Once I had taken control of it myself and used how I felt to decide how much I did on a given day I very slowly started to improve.

I had been diagnosed for around seven or eight years before I was finally well enough to consider doing something other than just getting washed, dressed and fed, and staying awake for the full day. I had spent a lot of time online and had gained some good IT skills so I decided to try to get a qualification: a local adult learning centre offered the European Computer Driving Licence and I could do it at my own pace. Once I had finished the course the manager of the adult learning centre asked if I fancied doing some volunteer work with them. I took them up on this and slowly worked up to doing two days a week at the centre. This often meant that I did very little on the other days but I was so proud of myself for achieving that, I didn’t mind.

A few months later a temporary part-time admin job with a linked centre which focused on getting NVQs for people who had recently left school became available. My manager encouraged me to apply and I was successful. I worked two and a half days a week and I had to work very hard at pacing myself so that I could manage it, but by this stage I had been ill for so long that I could do this quite well. I moved on from here to another temp job and then managed to get a permanent position for three days a week. I would sleep a lot on the days I wasn’t in work and you could guarantee that every time I was off work on annual leave I would be ill for the whole time I was off, almost as if once I stopped my body gave in.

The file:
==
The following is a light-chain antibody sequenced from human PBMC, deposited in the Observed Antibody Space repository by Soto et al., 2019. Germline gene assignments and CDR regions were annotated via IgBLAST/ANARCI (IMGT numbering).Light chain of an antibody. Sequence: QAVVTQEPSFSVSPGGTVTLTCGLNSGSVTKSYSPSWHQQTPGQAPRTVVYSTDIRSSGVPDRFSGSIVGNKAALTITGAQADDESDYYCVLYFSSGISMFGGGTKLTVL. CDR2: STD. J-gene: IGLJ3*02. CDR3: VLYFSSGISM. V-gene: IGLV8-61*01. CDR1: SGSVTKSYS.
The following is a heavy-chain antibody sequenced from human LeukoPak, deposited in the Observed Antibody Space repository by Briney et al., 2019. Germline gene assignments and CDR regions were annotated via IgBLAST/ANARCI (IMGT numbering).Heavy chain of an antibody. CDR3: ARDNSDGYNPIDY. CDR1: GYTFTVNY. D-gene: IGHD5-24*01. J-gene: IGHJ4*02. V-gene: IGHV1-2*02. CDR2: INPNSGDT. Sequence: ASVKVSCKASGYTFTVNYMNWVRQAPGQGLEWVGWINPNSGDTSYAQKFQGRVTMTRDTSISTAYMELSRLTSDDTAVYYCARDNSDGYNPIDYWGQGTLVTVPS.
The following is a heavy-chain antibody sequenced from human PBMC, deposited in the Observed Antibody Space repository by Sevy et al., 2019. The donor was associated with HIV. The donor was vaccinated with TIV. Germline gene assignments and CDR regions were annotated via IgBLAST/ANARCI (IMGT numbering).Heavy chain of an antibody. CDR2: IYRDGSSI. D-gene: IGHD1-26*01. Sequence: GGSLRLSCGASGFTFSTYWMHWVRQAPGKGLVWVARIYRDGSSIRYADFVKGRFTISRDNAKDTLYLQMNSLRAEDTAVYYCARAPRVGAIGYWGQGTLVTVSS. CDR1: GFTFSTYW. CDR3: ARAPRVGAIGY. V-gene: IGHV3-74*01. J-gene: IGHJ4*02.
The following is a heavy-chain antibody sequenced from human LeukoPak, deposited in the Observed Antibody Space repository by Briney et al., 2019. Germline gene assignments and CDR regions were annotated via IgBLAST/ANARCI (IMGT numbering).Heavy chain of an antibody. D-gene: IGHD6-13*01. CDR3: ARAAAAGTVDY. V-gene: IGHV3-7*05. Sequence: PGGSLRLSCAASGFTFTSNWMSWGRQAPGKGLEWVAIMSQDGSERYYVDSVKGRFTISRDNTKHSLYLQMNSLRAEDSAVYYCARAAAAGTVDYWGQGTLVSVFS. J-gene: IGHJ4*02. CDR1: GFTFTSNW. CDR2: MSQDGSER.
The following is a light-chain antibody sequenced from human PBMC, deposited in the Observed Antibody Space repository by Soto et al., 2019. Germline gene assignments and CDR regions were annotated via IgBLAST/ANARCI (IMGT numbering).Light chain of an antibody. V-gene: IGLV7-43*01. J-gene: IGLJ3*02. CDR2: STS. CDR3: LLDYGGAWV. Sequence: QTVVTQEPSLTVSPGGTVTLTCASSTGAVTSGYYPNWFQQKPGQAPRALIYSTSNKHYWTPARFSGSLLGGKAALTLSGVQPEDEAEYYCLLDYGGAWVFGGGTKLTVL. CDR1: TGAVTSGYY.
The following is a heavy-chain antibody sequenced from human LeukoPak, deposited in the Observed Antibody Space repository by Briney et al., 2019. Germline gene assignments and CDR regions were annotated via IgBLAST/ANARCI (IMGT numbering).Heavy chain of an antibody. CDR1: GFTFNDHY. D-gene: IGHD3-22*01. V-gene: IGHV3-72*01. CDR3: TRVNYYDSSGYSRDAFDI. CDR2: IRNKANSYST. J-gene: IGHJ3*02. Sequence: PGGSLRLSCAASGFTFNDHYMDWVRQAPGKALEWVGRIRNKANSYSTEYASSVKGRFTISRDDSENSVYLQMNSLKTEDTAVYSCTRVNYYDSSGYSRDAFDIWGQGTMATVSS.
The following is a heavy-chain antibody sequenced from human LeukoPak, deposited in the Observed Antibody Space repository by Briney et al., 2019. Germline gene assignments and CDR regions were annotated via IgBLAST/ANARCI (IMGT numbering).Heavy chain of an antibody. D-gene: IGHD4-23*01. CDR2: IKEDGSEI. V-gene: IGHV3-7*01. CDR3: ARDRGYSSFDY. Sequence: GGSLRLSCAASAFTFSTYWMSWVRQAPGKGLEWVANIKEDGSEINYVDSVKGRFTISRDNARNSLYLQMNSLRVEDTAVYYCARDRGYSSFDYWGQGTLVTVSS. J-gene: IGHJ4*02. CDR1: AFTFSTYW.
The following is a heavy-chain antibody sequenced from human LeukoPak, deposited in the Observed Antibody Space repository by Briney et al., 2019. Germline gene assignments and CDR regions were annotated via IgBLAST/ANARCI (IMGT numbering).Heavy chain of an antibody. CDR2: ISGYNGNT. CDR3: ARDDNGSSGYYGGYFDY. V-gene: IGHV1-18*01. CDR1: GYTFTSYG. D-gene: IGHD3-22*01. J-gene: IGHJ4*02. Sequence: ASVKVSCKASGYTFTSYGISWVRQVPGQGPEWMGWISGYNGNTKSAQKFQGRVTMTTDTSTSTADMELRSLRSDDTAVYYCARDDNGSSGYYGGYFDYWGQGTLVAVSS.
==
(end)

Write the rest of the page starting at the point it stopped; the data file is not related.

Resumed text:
I have continued to work in various jobs for this same organisation now for over twelve years, and my sickness record is very good. Eventually they took my tonsils out, as that seemed to be my point of weakness and would always be where I got the infection. For a while this helped but now I just get the infections lower down my throat and the GP can’t see them. However, I have pretty much given up on going to them anyway unless it’s something that I don’t think they will just pass off as being my M.E. None of the jobs I have done have challenged me too much and so even on a bad day I can get by and do what I need to do. It’s disappointing to know I am capable of so much more and I do often wonder what I would be doing now if I hadn’t got ill, but I don’t push it as I wouldn’t want to let people down by doing a job that I can’t do on a bad day. This has been even more important to me since recently moving into a new job supporting vulnerable families, as I really don’t want to let them down. When starting out in this team I worked for local government and this has now transferred over to the NHS, which gives me peace of mind knowing that they would be more understanding and have a better sickness policy if I did have a major relapse than a small company would. The only time I have worked more hours is when I was pregnant with my son. I was offered a secondment and it meant my maternity pay would be much better. During my pregnancy and whilst I was breastfeeding is the best I have ever felt in my adult life and so I did six months of full-time work, but when I went back after my maternity leave I returned to just doing three days a week, and to give me more chance to recover they now aren’t three consecutive days, as being a parent can make you tired enough without being the parent with M.E.